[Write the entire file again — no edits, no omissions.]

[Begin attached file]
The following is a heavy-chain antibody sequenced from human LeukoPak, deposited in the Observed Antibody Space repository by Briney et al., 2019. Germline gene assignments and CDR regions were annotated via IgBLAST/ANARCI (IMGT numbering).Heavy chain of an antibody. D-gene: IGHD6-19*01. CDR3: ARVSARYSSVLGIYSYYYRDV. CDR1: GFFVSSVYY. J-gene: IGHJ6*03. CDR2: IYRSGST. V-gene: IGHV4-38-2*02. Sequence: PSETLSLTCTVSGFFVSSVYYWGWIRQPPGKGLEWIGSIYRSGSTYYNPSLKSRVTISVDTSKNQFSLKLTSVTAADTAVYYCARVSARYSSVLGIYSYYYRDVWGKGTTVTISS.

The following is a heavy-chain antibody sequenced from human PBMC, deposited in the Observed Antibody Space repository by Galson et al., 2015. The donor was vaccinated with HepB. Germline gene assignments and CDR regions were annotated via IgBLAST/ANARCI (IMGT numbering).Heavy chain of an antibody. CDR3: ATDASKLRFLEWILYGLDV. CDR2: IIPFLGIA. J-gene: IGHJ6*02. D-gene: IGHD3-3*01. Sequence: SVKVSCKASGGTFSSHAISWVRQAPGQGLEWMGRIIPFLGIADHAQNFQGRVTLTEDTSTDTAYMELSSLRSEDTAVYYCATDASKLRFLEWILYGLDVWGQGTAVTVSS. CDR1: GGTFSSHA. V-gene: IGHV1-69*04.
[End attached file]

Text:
The following is a heavy-chain antibody sequenced from human LeukoPak, deposited in the Observed Antibody Space repository by Briney et al., 2019. Germline gene assignments and CDR regions were annotated via IgBLAST/ANARCI (IMGT numbering).Heavy chain of an antibody. D-gene: IGHD6-19*01. CDR3: ARVSARYSSVLGIYSYYYRDV. CDR1: GFFVSSVYY. J-gene: IGHJ6*03. CDR2: IYRSGST. V-gene: IGHV4-38-2*02. Sequence: PSETLSLTCTVSGFFVSSVYYWGWIRQPPGKGLEWIGSIYRSGSTYYNPSLKSRVTISVDTSKNQFSLKLTSVTAADTAVYYCARVSARYSSVLGIYSYYYRDVWGKGTTVTISS.

The following is a heavy-chain antibody sequenced from human PBMC, deposited in the Observed Antibody Space repository by Galson et al., 2015. The donor was vaccinated with HepB. Germline gene assignments and CDR regions were annotated via IgBLAST/ANARCI (IMGT numbering).Heavy chain of an antibody. CDR3: ATDASKLRFLEWILYGLDV. CDR2: IIPFLGIA. J-gene: IGHJ6*02. D-gene: IGHD3-3*01. Sequence: SVKVSCKASGGTFSSHAISWVRQAPGQGLEWMGRIIPFLGIADHAQNFQGRVTLTEDTSTDTAYMELSSLRSEDTAVYYCATDASKLRFLEWILYGLDVWGQGTAVTVSS. CDR1: GGTFSSHA. V-gene: IGHV1-69*04.